Illustration of a support agent wearing a headset and sitting at a computer. Abstract shapes swirl around his head to depict the use of an AI-powered helpdesk.

History of Helpdesks

At some point, you’ve probably utilized a customer service call center or helpdesk to resolve an issue. Even if you prefer to avoid phone calls, you’ve perhaps jumped on a chat program with a customer service representative. While helpdesks and customer support centers are now common, they represent a big leap forward for support teams.

Once upon a time, getting help often meant going to the brick and mortar store you bought your product from and talking with the owner or a representative. In the workplace, you’d have to take a trip down to the IT department to find someone who could help you. These days, much of the trouble-shooting and requests can be handled over the phone or through another form of electronic communication.

Helpdesks and call centers have come a long way. Let’s take a look at some of the major milestones.

Call centers, humble beginnings.

Evolution of helpdesks from call centers to chatbots and self-service
  • While the telephone was invented in 1876, the first call centers didn’t emerge until the 1960s.
  • In 1967, 1-800 numbers were offered, allowing customers to call companies for free.
  • In the 1970s, Interactive Voice Responsive (IVR) software was invented. When customers or employees called in, IVR software could be used to automatically direct them to the most appropriate agent.
  • By the late 1980s, some companies had begun to outsource call centers, cutting down on costs while still providing effective service. However, many call centers remained in the US, Europe, and other advanced markets.

From call center to helpdesk.

As customer service technology evolved, more companies started to leverage it to handle questions and concerns from customers. And, as technology advanced overall, companies realized they could use call centers and customer service tools to not only resolve FAQs, but teach customers and employees in the process.

This gave rise to helpdesks in the 1990s. As companies adopted more software, they recognized the potential of helpdesks to answer questions from their own employees.

Every business now relies on a suite of software, hardware, and other technologies to execute their day-to-day processes. Even the savviest and hardest working employees can find themselves overwhelmed by the tech meant to make their jobs easier. Thus, companies set up helpdesks, which functioned like call centers but tended to focus more on IT-related questions and problems. Whether geared toward employees or customers, helpdesks made it easier and cheaper to address tech-related issues.

As the 20th century drew to a close, many companies offered email support, and cutting-edge organizations started offering instant messaging platforms. The more Internet speeds increased, the more companies adopted Voice-over-IP (VoIP) to handle phone calls. This made it easier to manage incoming calls.

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By 2008, social media platforms were gaining in popularity. Sites like Facebook gave customers the power to message a company or brand directly. As a result, many organizations began offering customer service via social media, enabling them to build stronger relationships with their audience.

The emerging self-service model.

As customer service centers and helpdesks evolved, and the technology that supported them improved, businesses realized that they could make their systems more efficient by encouraging self-service. By empowering customers to help themselves, companies could cut support costs or free up their own staff to work on more value-added issues.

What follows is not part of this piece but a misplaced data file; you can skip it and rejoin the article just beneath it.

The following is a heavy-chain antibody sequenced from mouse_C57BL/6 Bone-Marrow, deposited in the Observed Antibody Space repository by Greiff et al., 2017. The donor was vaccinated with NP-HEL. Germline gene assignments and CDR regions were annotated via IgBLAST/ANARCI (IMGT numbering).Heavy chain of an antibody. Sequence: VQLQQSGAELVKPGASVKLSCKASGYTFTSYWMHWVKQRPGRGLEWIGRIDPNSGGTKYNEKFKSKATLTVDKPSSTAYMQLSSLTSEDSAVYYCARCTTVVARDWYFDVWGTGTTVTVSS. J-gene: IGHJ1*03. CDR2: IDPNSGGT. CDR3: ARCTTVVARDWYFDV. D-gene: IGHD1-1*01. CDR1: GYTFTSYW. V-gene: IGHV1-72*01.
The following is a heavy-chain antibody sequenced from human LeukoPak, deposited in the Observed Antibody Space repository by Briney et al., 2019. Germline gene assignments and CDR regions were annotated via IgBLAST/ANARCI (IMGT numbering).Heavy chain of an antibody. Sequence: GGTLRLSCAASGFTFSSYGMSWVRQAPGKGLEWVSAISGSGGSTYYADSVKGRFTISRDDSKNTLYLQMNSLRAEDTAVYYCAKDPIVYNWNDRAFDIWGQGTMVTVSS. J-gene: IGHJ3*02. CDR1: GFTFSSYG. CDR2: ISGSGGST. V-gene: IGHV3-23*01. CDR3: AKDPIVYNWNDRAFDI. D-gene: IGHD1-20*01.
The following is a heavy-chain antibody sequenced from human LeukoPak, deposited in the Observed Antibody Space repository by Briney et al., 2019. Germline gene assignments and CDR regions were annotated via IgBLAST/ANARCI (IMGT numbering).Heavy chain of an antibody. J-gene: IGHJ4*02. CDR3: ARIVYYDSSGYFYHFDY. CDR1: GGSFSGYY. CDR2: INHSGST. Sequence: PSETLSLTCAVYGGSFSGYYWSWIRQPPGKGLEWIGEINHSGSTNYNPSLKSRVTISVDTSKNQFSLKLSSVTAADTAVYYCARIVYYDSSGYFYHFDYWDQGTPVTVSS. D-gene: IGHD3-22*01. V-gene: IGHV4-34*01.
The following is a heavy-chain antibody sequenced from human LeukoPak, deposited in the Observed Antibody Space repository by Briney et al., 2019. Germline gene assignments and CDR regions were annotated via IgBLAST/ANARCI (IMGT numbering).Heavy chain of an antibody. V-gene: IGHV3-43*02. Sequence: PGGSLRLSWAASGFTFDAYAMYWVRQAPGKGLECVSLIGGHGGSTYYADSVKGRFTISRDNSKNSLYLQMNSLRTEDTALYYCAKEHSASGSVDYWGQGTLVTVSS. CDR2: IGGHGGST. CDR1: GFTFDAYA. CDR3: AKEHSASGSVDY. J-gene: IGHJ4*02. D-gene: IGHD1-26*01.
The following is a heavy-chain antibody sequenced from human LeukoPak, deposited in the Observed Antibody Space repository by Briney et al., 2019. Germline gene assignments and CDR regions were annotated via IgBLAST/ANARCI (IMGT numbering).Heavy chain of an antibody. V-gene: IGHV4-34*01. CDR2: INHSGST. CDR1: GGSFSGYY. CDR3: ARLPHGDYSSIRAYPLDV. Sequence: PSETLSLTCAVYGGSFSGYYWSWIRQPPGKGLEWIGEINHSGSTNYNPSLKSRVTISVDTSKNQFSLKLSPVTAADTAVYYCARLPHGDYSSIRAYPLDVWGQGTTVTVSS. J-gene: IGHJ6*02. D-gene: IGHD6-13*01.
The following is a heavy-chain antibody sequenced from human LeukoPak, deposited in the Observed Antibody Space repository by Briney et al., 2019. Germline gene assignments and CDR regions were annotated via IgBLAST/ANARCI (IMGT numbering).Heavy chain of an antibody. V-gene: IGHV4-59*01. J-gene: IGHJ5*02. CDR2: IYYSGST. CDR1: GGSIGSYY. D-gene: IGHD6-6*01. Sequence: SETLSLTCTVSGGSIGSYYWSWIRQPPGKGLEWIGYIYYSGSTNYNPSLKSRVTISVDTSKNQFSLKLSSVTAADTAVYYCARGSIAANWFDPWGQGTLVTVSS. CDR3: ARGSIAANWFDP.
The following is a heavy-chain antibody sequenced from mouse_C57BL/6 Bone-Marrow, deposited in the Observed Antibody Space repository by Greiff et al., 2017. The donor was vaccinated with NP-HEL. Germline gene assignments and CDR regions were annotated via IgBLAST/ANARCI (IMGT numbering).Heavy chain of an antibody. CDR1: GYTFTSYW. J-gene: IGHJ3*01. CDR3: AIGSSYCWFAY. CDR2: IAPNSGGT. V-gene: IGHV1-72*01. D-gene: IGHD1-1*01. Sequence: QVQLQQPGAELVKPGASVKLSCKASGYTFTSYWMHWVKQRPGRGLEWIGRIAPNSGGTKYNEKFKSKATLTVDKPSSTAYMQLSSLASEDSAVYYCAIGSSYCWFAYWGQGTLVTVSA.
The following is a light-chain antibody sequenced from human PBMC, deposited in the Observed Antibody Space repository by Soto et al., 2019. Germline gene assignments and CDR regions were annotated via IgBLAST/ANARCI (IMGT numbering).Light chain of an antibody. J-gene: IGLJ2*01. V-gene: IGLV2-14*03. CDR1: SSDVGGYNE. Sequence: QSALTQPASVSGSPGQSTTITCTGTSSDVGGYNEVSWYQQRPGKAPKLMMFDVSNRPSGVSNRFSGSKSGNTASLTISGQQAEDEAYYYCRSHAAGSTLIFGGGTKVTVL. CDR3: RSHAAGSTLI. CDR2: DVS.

And, as it turns out, customers and end-users actually prefer self-service. In fact, 67 percent of customers prefer using a self-service option rather than talking with a company representative. For end-users, self-service enables them to address their problems quickly, side-stepping the wait for a representative and the attendant elevator music.

To further the self-service model, many companies adopted chatbots to assist customers. Most chatbots answer simple questions related to hours of operation and product policies, and fall back to a live representative whenever they fail. In this regard, less advanced chatbots are similar to Interactive Voice Response software, funneling customers to the right representatives. A handful of state-of-the-art chatbots, on the other hand, can actually facilitate in-depth conversations, negating the need for any live assistance.

Additionally, companies also began to build out large, comprehensive knowledge bases, which function like dynamic user manuals. By answering questions and offering solutions to common problems through a knowledge base, companies make it easier for customers to get the help they need, on their own terms.

In the past, setting up a knowledge base required a lot of effort on the company’s end. However, out-of-the-box solutions now make it easier for companies to quickly set up a knowledge base. With the right knowledge base solution, you can start helping your customers and employees faster than ever.

Evolution of service desks and helpdesk careers.

Nearly three million people are currently employed as call center representatives, according to the Department of Labor. Median earnings come in at just under $34,000 per year. Over 850,000 people are employed separately as computer support specialists, with median earnings weighing in at around $54,000 people year.

While total employment for customer service representatives is expected to decline by roughly two percent from 2018 to 2028, employment for computer support specialists is expected to increase by 10 percent during the same time frame.

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